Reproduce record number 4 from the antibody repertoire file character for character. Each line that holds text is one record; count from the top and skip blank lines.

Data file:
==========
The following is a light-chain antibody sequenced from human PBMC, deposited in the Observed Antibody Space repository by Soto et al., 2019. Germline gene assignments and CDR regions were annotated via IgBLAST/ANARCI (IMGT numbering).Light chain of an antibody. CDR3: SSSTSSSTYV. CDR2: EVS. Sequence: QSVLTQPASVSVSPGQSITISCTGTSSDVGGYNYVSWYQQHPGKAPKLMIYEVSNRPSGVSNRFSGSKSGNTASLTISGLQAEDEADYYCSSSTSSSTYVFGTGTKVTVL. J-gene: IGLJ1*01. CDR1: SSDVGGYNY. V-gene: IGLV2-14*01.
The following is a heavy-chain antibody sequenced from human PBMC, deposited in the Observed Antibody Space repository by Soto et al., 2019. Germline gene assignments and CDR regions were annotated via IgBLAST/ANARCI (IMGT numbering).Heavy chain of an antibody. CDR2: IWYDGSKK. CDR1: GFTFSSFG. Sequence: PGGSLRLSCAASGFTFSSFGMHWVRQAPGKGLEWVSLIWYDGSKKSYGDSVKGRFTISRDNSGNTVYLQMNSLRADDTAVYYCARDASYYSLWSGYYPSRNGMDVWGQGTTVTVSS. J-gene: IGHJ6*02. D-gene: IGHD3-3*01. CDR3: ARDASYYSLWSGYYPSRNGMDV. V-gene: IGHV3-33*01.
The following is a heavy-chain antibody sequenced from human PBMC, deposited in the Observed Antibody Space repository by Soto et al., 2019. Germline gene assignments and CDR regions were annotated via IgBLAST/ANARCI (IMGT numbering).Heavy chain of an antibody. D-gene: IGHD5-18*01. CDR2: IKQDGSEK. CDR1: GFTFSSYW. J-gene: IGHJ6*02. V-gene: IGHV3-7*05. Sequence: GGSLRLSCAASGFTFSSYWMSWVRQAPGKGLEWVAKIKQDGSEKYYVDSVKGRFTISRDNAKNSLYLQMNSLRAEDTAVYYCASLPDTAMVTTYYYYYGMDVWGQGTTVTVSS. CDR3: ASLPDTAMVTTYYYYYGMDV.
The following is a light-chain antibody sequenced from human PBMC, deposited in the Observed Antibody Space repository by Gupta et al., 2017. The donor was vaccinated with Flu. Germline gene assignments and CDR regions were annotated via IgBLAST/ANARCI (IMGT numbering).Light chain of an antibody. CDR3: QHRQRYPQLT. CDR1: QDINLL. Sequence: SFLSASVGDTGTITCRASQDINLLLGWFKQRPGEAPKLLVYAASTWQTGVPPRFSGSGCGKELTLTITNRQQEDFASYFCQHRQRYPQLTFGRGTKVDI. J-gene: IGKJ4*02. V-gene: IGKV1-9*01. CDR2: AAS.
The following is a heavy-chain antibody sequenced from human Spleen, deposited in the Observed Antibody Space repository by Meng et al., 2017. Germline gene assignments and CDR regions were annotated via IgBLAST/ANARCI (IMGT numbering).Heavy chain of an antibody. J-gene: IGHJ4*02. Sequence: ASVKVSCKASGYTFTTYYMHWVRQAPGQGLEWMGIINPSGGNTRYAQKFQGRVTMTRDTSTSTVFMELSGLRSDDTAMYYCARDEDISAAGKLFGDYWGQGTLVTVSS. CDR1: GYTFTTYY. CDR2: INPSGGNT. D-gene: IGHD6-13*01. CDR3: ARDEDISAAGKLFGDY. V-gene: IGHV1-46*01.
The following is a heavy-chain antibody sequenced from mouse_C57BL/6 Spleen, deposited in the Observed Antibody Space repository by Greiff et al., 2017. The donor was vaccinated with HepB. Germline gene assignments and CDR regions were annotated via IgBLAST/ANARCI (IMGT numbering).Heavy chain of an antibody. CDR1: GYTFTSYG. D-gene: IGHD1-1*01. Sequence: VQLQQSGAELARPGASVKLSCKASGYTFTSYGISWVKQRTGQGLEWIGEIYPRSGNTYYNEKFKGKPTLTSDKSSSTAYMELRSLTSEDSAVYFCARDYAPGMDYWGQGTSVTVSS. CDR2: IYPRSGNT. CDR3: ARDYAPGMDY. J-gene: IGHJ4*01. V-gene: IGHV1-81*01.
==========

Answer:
The following is a light-chain antibody sequenced from human PBMC, deposited in the Observed Antibody Space repository by Gupta et al., 2017. The donor was vaccinated with Flu. Germline gene assignments and CDR regions were annotated via IgBLAST/ANARCI (IMGT numbering).Light chain of an antibody. CDR3: QHRQRYPQLT. CDR1: QDINLL. Sequence: SFLSASVGDTGTITCRASQDINLLLGWFKQRPGEAPKLLVYAASTWQTGVPPRFSGSGCGKELTLTITNRQQEDFASYFCQHRQRYPQLTFGRGTKVDI. J-gene: IGKJ4*02. V-gene: IGKV1-9*01. CDR2: AAS.